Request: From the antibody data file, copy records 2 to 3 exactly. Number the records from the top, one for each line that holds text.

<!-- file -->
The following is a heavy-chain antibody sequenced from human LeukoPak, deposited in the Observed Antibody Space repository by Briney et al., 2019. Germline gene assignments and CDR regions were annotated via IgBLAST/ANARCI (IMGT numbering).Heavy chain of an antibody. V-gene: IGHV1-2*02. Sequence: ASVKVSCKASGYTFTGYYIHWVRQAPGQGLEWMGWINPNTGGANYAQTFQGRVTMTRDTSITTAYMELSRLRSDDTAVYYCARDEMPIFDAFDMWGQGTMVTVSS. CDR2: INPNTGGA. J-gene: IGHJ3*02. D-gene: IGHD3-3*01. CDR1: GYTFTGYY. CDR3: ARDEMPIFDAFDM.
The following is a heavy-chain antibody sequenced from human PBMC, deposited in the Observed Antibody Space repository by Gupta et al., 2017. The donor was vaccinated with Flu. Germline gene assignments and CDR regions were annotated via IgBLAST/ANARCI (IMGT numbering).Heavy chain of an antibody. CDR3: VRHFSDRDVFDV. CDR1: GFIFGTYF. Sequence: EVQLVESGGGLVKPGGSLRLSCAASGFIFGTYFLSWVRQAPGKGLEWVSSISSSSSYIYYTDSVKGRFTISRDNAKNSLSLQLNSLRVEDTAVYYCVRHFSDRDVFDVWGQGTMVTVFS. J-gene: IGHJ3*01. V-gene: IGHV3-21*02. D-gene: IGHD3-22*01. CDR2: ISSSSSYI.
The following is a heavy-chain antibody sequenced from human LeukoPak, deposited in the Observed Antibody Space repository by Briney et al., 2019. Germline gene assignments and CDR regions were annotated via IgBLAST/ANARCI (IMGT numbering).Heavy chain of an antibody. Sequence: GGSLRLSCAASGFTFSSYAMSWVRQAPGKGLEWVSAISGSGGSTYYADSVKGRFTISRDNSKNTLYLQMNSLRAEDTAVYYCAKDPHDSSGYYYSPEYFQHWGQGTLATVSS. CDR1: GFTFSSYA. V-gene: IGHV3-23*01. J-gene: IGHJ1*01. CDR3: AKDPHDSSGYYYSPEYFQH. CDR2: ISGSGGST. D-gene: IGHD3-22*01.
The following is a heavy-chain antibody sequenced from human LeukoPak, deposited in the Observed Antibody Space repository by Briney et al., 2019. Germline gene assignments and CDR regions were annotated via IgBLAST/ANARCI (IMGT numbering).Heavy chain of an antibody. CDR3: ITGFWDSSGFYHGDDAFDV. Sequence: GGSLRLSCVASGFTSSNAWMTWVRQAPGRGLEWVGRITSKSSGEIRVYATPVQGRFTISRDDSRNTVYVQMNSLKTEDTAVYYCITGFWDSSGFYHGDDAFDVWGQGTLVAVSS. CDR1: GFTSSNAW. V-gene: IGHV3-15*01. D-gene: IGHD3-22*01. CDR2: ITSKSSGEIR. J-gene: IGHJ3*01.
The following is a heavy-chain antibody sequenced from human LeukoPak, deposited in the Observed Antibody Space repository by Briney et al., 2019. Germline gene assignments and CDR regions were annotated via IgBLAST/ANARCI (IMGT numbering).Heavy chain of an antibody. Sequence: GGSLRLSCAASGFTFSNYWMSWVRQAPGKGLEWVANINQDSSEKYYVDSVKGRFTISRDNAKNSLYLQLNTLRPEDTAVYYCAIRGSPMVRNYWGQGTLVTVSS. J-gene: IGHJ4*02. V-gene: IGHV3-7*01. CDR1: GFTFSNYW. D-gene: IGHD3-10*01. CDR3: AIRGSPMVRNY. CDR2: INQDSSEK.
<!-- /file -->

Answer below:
The following is a heavy-chain antibody sequenced from human PBMC, deposited in the Observed Antibody Space repository by Gupta et al., 2017. The donor was vaccinated with Flu. Germline gene assignments and CDR regions were annotated via IgBLAST/ANARCI (IMGT numbering).Heavy chain of an antibody. CDR3: VRHFSDRDVFDV. CDR1: GFIFGTYF. Sequence: EVQLVESGGGLVKPGGSLRLSCAASGFIFGTYFLSWVRQAPGKGLEWVSSISSSSSYIYYTDSVKGRFTISRDNAKNSLSLQLNSLRVEDTAVYYCVRHFSDRDVFDVWGQGTMVTVFS. J-gene: IGHJ3*01. V-gene: IGHV3-21*02. D-gene: IGHD3-22*01. CDR2: ISSSSSYI.
The following is a heavy-chain antibody sequenced from human LeukoPak, deposited in the Observed Antibody Space repository by Briney et al., 2019. Germline gene assignments and CDR regions were annotated via IgBLAST/ANARCI (IMGT numbering).Heavy chain of an antibody. Sequence: GGSLRLSCAASGFTFSSYAMSWVRQAPGKGLEWVSAISGSGGSTYYADSVKGRFTISRDNSKNTLYLQMNSLRAEDTAVYYCAKDPHDSSGYYYSPEYFQHWGQGTLATVSS. CDR1: GFTFSSYA. V-gene: IGHV3-23*01. J-gene: IGHJ1*01. CDR3: AKDPHDSSGYYYSPEYFQH. CDR2: ISGSGGST. D-gene: IGHD3-22*01.